Thursday, October 30, 2008

Floating Stonehenge Into Place

As I watched a documentary recently on the History Channel that discussed the ancient standing stone sites of pagan Britain, I was struck by how often archaeologists are baffled by just how these enormous stones got to their current location on the Salisbury Plain from where they were quarried many miles away.

It seems an unimaginable feat to primitive neolithic peoples some 3,000 to 5,000 years ago (there's much debate). Yet, it is well-known that many of the enormous obelisks of ancient Egypt were floated up the Nile River from much further south where the stone was quarried.

While undoubtedly smaller standing stone site, like those in the Orkney Islands, were constructed by hand, the megalithic sites like Stonehenge may have had some help. No, not the extraterrestrial kind. I mean the River Avon.

To many scholars, like Mike Parker Pearson, head of the Stonehenge Riverside Project, the river is simply seen as the metaphoric passage from the land of the living, as represented by the "live" trees that once formed the lesser known Woodhenge, to the center of death rituals in pagan Britain. But what if the river served as the freeway upon which barges floated these massive stones from their source?

The ditches and berms might have served as canals that further moved the stones to the site where they were floated into position before, once more, brute force was required to haul the stones into place.

Now, I've personally no evidence to bolster this supposition, but I think it would be a fascinating hypothesis to look at for any scholar willing to try.


Alex said...

Oh dear. I'm no scholar, but it's easy to dismiss this idea. The local map shows that between Stonehenge and the Avon is a ridge about 30m (100') above the river. That means a mighty big flight of canal locks of which, unsurprisingly, no trace has been found. But there were much bigger obstacles than that between the source, 20 miles away, and the Avon. Why is it so hard to accept that a lot of highly motivated and tough people were involved, helped by straightforward Mechanics involving levers etc., and a complete absence of Health and Safety regulation?

Cullan Hudson said...

I wonder, though, if the topography of the region hasn't changed somewhat over the past several millenia?

While, as I stated, there is no evidence to support this idea, it still remains possible - if not wholly plausible. As for physical evidence, just recently new findings have shed light on just how old the Stonehenge site may be and what really took place there. Perhaps in time more evidence will come to the surface that will take our understanding of this enigmatic site in altogether new directions. It's hubris to dust our hands off and call it a day.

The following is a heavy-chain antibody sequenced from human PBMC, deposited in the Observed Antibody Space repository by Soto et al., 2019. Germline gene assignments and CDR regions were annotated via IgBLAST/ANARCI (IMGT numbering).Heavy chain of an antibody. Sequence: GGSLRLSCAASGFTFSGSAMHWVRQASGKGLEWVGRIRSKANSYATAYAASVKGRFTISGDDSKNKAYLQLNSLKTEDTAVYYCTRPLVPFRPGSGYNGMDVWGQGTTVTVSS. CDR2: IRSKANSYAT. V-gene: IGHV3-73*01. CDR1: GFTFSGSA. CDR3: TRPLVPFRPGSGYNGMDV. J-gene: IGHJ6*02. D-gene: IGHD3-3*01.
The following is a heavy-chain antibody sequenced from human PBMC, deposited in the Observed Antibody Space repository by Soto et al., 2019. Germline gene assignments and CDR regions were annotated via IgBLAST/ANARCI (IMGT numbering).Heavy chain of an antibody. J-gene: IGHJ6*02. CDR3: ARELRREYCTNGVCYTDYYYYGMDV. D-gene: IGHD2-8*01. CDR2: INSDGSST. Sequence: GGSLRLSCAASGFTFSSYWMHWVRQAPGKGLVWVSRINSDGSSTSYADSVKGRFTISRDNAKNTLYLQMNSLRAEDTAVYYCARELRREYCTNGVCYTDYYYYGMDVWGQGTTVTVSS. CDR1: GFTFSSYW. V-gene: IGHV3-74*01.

And I wouldn't say it is hard to accept that a lot of brute force was required to move the stones into place. A whole lot of people and all sorts of simple machines were doubtlessly employed to erect these megalithic sites. I'm simply wondering if the builders might not have made use of water as well. After all, 'work smarter, not harder' isn't an axiom for nothing.

Word Woman said...

There could be several places that periodically went under water that might have provided water transport routes. Just as the land between Ireland and England rose and fell (and other similar places such as Portugal and the Canaries, France and England, Bering Straits)in prehistory, inland areas could have been swamped providing larger bodies of water at some times.

Ken said...

Interesting idea, though since people point out the elevation, perhaps river water was used to create muddy slopes to slide the stones along with log rollers? The "avenues" may just be ruts from moving the massive stones to the location.

I think in our day of technology and delusions of grandeur, we belittle our ancestors as "stupid" and "sluggish" to bolster our own self-esteem. In reality, they were bright, hard-working, and very ingenious. Ancient Rome had coin-operated drinking fountains, heated floors, and bread factories and we still use some ancient aqueducts for water. Just because we've lost all these skills over our years of becoming dumber doesn't mean they too were Neanderthals.

Cullan Hudson said...

Also, the river may have changed course over 5 millenia. A detailed stratigraphic analysis of the soil profile and geology of the region could tell us more about what the area looked like so long ago.